When the remedy is worse than the disease: Adjusting survey income data for price differentials, with special reference to Mozambique

Stellenbosch Working Paper Series No. WP24/2010
 
Publication date: 2010
 
Author(s):
[protected email address] (Department of Economics, University of Stellenbosch)
[protected email address] (Department of Economics, University of Stellenbosch)
 
Abstract:

In using survey data for money metric analysis of poverty and well-being, it is customary to adjust either the data or the poverty line for spatial prices differentials where data exist to make such adjustment. In developing countries where recorded price differentials between regions or provinces are large, using the remedy of adjusting for price differentials may sometimes lead to very wrong conclusions about the spatial distribution of poverty. This may have severe consequences for policy and may be detrimental to the poor. The paper deals with a specific situation, that of Mozambique, where large price differentials are said to exist between the capital (Maputo City) on the one hand, and the rest of the country. Official data that adjust for this may heavily over-estimate poverty in Maputo City, with consequences for the targeting of poverty. We use an asset index based on Multiple Correspondence Analysis (MCA) to show that the spatial poverty profile derived from the price-adjusted income data exaggerates poverty in Maputo City, and undertake further empirical analysis to show that not adjusting for the estimated spatial price differentials may have given more reliable estimates of well-being, judging by asset holdings.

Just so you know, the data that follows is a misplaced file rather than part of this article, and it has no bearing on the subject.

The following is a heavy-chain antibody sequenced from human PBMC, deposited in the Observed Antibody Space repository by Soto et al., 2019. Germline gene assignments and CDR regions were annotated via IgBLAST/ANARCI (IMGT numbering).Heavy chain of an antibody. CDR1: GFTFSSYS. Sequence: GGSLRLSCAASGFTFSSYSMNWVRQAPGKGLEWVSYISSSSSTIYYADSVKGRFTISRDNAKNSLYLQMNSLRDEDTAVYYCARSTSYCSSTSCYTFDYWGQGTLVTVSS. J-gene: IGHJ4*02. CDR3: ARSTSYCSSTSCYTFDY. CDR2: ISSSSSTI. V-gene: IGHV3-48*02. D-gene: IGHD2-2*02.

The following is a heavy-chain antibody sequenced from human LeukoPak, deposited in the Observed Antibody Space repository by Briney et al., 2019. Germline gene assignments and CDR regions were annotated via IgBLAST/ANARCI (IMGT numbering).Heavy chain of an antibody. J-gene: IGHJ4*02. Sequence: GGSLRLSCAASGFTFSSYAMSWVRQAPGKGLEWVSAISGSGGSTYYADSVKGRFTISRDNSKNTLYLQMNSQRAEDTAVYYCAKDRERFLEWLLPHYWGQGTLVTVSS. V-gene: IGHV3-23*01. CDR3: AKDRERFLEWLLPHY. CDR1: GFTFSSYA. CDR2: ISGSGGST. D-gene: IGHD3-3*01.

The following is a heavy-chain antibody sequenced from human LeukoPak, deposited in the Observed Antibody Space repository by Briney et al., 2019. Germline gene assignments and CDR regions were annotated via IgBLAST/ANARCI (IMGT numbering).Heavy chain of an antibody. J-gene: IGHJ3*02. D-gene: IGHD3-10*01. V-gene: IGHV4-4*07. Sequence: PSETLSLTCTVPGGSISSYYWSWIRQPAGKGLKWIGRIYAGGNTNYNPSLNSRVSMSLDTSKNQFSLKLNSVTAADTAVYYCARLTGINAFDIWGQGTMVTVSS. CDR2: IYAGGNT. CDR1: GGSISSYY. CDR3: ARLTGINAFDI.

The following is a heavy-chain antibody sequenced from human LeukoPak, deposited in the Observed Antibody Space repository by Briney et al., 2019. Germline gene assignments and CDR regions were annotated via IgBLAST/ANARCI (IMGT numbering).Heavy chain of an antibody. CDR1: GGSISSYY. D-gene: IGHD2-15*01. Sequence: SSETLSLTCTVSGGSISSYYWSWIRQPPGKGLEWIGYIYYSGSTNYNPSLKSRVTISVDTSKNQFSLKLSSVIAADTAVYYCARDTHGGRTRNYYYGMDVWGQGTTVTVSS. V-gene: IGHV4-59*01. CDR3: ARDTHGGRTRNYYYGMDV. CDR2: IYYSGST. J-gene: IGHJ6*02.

JEL Classification:

I32

Keywords:

Mozambique, poverty, prices differentials, multiple correspondence analysis

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BER Weekly

27 September 2021
Besides the escalating woes at leading Chinese property group Evergrande, global and domestic financial markets were focused on a slew of central bank policy meetings last week. ...

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